Dr. Jill Stein, the Green Party’s candidate for president, just wants someone to like her. The function she served in this election, thus far, is to preemptively blame progressives if Trump gets elected. It’s unfair to criticize Dr. Stein for merely running for president, even in a tight race like this; there’s no inherent evil in making a futile attempt to dismantle the two-party system.
What is sinister about her candidacy is the bizarre stance she’s taken on vaccines. In a Reddit AMA in May, she took issue with the concept of mandatory vaccines:
In most countries, people trust their regulatory agencies and have very high rates of vaccination through voluntary programs. In the US, however, regulatory agencies are routinely packed with corporate lobbyists and CEOs. So the foxes are guarding the chicken coop as usual in the US. So who wouldn’t be skeptical?
Dr. Stein does acknowledge that vaccines have been crucial in “reducing or eliminating devastating diseases like small pox and polio,” but nevertheless asserts that “vaccines should be treated like any medical procedure—each one needs to be tested and regulated by parties that do not have a financial interest in them.”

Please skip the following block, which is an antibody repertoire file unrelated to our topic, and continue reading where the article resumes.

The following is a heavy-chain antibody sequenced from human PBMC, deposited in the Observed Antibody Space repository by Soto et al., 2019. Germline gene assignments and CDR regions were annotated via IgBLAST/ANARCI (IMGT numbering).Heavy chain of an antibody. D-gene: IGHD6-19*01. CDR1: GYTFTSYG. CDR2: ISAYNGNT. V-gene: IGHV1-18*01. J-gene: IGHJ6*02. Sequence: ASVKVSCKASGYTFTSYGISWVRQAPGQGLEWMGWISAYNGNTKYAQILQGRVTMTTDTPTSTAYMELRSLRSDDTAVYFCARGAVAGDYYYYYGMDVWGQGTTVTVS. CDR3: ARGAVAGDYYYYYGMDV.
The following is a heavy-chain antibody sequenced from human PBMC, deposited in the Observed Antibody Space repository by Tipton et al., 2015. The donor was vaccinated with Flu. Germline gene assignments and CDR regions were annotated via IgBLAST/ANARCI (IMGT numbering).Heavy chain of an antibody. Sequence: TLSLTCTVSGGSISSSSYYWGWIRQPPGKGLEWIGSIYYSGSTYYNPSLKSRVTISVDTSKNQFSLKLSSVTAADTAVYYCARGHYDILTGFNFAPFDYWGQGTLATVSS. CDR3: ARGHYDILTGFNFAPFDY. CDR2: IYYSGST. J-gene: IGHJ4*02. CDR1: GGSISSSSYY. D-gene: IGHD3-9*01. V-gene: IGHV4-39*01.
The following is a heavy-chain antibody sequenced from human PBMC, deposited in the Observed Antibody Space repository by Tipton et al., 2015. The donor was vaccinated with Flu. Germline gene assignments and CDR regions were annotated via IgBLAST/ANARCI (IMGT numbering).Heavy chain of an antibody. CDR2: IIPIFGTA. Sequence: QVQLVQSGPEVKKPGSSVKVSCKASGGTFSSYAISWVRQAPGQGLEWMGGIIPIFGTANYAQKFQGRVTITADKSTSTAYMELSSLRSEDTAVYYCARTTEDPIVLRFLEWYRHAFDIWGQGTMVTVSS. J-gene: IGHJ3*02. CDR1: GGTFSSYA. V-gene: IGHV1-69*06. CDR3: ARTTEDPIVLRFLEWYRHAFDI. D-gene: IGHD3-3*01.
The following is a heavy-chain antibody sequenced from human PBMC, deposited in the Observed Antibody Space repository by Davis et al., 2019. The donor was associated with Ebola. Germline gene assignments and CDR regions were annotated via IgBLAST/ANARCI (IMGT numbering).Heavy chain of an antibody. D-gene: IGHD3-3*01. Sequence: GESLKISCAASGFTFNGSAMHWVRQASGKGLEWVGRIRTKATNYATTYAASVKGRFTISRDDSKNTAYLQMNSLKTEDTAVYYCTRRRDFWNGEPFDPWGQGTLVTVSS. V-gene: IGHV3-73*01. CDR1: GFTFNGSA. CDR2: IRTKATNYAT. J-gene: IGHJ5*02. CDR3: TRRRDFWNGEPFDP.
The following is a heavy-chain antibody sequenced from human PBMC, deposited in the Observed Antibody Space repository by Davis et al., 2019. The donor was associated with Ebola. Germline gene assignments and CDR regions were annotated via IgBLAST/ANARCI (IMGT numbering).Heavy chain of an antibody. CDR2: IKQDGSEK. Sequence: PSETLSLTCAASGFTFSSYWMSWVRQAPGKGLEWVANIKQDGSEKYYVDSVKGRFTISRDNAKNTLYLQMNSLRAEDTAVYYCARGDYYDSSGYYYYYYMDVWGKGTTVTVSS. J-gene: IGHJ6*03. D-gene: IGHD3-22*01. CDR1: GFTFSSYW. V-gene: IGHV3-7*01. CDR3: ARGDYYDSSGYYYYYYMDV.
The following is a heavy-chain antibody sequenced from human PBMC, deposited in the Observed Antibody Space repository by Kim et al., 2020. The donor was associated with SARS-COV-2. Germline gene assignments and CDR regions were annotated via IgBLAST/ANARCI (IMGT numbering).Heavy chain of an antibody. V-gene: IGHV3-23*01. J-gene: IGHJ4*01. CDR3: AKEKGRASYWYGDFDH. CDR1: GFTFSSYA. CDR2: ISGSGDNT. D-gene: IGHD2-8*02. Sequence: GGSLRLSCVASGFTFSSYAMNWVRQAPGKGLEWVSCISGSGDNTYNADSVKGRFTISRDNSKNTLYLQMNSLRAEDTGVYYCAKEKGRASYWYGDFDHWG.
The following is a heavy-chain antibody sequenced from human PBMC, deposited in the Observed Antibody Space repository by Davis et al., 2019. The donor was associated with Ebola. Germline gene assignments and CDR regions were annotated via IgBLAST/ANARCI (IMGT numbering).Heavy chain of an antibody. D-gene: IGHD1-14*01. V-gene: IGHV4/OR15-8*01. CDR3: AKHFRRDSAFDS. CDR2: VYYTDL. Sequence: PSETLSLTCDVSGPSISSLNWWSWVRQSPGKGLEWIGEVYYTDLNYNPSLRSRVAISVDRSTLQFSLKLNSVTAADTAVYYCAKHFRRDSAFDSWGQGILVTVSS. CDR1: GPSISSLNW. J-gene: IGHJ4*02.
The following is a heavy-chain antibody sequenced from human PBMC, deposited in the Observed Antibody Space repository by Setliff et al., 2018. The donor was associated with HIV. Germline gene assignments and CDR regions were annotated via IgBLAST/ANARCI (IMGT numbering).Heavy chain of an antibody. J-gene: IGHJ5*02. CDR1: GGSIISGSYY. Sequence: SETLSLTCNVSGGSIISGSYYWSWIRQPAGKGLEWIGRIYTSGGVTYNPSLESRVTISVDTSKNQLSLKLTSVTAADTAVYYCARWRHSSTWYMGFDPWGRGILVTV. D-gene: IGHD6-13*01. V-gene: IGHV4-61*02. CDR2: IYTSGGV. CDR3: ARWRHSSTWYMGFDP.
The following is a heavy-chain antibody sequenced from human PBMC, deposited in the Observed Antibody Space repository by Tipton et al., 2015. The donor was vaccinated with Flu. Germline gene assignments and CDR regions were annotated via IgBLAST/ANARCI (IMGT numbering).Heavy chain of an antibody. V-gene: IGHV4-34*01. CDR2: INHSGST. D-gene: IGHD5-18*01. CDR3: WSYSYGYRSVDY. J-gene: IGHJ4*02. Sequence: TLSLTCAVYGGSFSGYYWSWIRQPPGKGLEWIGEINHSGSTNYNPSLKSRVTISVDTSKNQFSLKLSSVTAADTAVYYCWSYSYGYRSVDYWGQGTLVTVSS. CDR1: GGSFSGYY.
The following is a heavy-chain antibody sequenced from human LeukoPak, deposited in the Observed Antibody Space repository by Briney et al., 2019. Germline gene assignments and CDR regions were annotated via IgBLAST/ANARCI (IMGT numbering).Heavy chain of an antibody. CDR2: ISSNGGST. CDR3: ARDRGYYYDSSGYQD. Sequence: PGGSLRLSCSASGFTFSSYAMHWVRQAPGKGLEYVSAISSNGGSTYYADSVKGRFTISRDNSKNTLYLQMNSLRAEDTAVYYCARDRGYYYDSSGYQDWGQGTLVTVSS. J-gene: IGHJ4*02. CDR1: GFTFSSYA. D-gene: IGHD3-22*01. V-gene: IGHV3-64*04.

In a post for Jezebel, Anna Merlan writes that vaccines are, in fact, “rigorously tested by scientists who don’t have ties to big pharma or the ‘medical-industrial complex.’”
So it seems that Dr. Stein’s view on vaccines is intentionally misleading, begging the question: Really, lady, low-key implying that vaccines are dangerous is the best political strategy you could think of? But maybe we’re being too hard on Stein? Today, Dr. Stein responded to a tweet that asked her to clarify her beliefs on the matter:
Except one Twitter account saw that Jill Stein deleted her initial response to The Decemberists frontman Colin Meloy’s question about her stance on vaccines.
It seems that between 4:54PM and 4:59PM—@twitersgoodboy confirmed the legitimacy of the screenshots—Stein revised her response from “There’s no evidence that autism is caused by vaccines” to “I’m not aware of evidence linking autism with vaccines.”
Neither response completely disavows the idea that vaccines cause autism, but changing the language of her response further illustrates her subtle pandering to the anti-vax constituency. She could’ve just tweeted “Vaccines don’t cause autism” but chose not to. Dr. Stein’s refusal to discredit anti-vaxxers makes her Harvard medical degree look like a certificate from the New York Chiropractic College.
Dr. Stein continued:
Word, Dr. Stein, let’s do it. Just say the medically accurate thing about vaccines and we’ll move on.